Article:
Chapter 12 ("Research Writing") deals with the general topic of research writing, discusses proposals in some detail, and notes some of the ethical issues involved in social research. PUNCH invites the reader to reflect on for whom they are writing and why they are writing. He argues that different audiences have different skills and different expectations. Different strategies need to be employed depending on the target audience (e.g., academic, policy-oriented, journalism, activist-oriented). Social research writing has to produce narratives that proceed from a beginning to an end and are about something. Finally, the final product (e.g., dissertation/thesis, research report, monograph, journal article, review) is generally written up to conform to the following structure: (a) introduction, (b) review of other work, (c) presentation and discussion of findings, (d) conclusion. [10]

Furthermore, it is important to add that at the end of each chapter of the book the main concepts covered in the chapter are brought together as review concepts and a glossary of terms is provided. The new edition of the book (first published in 1998) has (i) a new section on action research, (ii) an expanded section on discourse analysis and (iii) a more in-depth analysis of ethical issues [11]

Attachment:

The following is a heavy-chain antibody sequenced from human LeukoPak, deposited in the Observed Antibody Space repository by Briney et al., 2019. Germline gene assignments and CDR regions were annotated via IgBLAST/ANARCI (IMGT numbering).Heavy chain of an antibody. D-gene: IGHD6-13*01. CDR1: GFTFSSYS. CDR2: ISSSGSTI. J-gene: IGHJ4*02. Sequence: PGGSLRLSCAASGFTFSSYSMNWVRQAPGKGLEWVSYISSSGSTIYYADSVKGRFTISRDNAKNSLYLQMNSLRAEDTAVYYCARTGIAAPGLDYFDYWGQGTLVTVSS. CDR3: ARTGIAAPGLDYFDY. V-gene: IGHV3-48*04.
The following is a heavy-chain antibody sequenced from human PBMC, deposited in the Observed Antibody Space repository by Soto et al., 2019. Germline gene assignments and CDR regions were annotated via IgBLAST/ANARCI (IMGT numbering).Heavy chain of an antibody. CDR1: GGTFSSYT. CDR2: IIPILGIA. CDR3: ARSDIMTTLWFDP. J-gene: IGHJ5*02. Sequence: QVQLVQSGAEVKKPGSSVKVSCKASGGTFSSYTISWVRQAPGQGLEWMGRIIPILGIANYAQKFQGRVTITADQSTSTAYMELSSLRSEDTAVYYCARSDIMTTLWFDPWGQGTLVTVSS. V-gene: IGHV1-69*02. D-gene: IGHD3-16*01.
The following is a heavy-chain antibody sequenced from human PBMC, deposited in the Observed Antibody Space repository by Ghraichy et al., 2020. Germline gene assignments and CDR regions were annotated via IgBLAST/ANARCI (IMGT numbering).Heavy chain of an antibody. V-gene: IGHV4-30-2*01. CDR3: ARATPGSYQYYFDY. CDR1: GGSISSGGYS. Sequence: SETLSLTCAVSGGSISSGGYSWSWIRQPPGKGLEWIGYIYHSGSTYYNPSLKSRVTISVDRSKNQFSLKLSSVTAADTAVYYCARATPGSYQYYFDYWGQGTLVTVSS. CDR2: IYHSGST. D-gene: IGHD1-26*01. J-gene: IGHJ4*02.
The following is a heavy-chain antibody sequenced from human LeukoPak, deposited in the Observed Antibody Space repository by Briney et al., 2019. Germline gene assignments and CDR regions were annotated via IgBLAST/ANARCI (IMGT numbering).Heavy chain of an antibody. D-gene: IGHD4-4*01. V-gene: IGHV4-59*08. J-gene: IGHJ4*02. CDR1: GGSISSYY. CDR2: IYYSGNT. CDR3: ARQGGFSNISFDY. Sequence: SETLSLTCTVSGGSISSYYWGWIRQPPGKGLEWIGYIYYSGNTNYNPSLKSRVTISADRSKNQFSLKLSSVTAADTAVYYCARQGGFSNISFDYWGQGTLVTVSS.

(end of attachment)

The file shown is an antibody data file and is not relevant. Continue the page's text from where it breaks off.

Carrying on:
3. Unique Contributions to Research Design

The most exciting aspect of PUNCH's book is his ability to clearly explain the measurement process, conceptualisation and operationalisation, and operational definitions during the early stages of the research design. Usually students find it hard to grasp the distinction between concept and variable and how they denote different stages in the measurement process. Furthermore, students fail to realise that there are two kinds of operational definitions, namely manipulated and measured. I personally found the first two chapters helpful in explaining to my students that the manipulation arises when the researcher wants to change the value of the variable and measurement operations set out to estimate the value of a variable (manipulation of an independent variable is by definition experimental). [12]

Another interesting aspect of the book is the section dealing with assessing the operationalisation of concepts, that is their validity. PUNCH examines the validity of concepts from both a theoretical and an empirical perspective. In the theoretical part he examines how good the link between concepts and indicators is and invites the reader to assess them according to how persuasive the researcher has been. In the empirical part, he presents questions such as: how good is the evidence for the indicator? Has the researcher made any obvious omissions? Are the generalisations of the findings valid? PUNCH then goes on to link sampling with valid generalisations and makes the distinction between representative sampling (usually aimed for in quantitative research) and theoretical sampling (usually aimed for in qualitative research). [13]